Prior to that we had found Ajo de Aqua a natural spring in the woods.  It took a few hours to find this place but we had loads of fun seeing all the sights and hiking through the jungle of Ometepe Island.  

In our cabana last night we had two massive spiders.  I didn’t need to sleep anyway.

On the ferry from Punta Renas, Costa Rica to Paquera.  It is a beautiful ferry ride (no little white pills required) over the calm waters of the Gulf of Nicaragua.  Leo is throwing peanuts to the flock of gulls following us off the side of the boat.  He is giggling with glee.

gullsWhen we arrived in Costa Rica, we were at the edge of Mal Pais, a dusty little seaside village with molasses paved roads.  They put molasses on the roads to keep down the dust.  The place smells amazingly sweet because of it.  Mal Pais is known for it’s astoundingly, expansive beaches and surfing.  We walked for about ten minutes, sweating profusely due to the heat and humidity and found a youth hostel stuffed with surfers who were about half our age and twice as cool.  They immediately took to Leo and started entertaining him.  The hostel was tiny and our room was right outside of their common area: a patio with old plastic patio furniture.  We prepared for bed while Leo squealed in delight with the young surfer dudes outside our door.

I awoke in the morning to a nice surprise:  a massively fat june bug standing on my chest and staring at my face.  Holy shit.  Big bugs scare the be-jesus out of me.  I flung my sheet off of me and the june bug hit and literally made a clattering sound on the floor. Clackety-clack. I jumped up and kicked it out the door.  Then I involuntarily shivered. Ew. That was gross.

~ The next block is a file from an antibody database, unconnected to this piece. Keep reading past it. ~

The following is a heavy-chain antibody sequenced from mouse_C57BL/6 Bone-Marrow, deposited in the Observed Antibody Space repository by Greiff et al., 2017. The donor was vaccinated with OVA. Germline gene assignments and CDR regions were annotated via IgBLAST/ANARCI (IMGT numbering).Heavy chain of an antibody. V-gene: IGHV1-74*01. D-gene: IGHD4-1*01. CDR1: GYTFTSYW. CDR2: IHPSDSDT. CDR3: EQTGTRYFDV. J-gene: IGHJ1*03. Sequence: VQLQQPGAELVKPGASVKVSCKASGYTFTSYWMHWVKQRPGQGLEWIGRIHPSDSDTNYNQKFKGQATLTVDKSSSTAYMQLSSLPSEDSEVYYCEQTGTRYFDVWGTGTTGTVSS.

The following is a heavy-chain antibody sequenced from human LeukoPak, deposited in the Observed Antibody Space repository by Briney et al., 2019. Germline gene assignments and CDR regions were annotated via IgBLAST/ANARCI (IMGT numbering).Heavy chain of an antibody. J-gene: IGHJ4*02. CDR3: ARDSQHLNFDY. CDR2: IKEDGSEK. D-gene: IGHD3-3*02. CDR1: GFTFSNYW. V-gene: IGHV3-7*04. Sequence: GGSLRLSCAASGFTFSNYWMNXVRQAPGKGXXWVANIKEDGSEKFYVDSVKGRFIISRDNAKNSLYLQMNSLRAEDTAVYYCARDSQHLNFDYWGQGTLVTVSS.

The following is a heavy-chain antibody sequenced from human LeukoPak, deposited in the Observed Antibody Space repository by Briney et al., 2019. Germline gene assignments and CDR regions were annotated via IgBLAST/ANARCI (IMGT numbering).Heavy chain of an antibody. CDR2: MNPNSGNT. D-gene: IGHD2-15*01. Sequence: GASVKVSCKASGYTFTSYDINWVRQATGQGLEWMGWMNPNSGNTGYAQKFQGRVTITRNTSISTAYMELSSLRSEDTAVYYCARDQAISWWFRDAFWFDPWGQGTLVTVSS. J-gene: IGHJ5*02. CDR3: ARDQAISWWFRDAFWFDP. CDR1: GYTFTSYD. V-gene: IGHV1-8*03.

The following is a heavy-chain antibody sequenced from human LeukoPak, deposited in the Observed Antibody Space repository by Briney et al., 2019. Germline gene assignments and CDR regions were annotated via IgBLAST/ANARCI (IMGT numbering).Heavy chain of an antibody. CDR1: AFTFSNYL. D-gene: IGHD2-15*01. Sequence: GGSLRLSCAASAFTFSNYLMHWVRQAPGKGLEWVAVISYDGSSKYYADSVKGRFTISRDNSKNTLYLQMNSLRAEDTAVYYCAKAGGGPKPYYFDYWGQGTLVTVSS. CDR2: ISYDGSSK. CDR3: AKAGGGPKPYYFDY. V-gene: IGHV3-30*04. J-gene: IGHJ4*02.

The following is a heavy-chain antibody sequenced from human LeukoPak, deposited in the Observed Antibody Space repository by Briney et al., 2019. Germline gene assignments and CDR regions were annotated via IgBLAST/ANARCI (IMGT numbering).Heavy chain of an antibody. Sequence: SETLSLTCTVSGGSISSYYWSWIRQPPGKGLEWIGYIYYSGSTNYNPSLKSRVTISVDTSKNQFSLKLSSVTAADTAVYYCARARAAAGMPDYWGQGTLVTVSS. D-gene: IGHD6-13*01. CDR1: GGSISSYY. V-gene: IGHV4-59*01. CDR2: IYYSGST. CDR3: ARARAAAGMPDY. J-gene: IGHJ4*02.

When we all got up, we went to the beach….oh my god…it stretched forever…and went to the waters edge.  We marveled at the temperature of the sea.  It was TEPID!!!  Who knew the ocean could be tepid??  It certainly isn’t tepid in Nova Scotia.  The North Atlantic causes me an instant headache upon putting in a toe.  Here we swam and frolicked for hours…checking out the tide pools and exfoliating with the warm sand.  It was heavenly.Dad and Leo CR

We had heard that one of my step-brothers and his family would be in Mal Pais at the same time as us.  We wondered if and how we would find them…suddenly there was Patrick, walking along the beach and greeting us like it was the most normal thing in the world.  mom and leo CR

We were overjoyed to see him as Patrick is a true vagabonding adventurer.  He really got us. After talking for a while with Patrick, we made plans to meet up later at their hotel: The Blue Jay.  Trust me, the Blue Jay was a little nicer than our june bug – surfer boy place.  When we returned to our hostel, there was the june bug from my chest.  Apparently it had landed on its back when I kicked it out the door.  You know what that means to a june bug. Certain death.  There were a million teeny-tiny ants transporting it bodily to god knows where.  Lovely.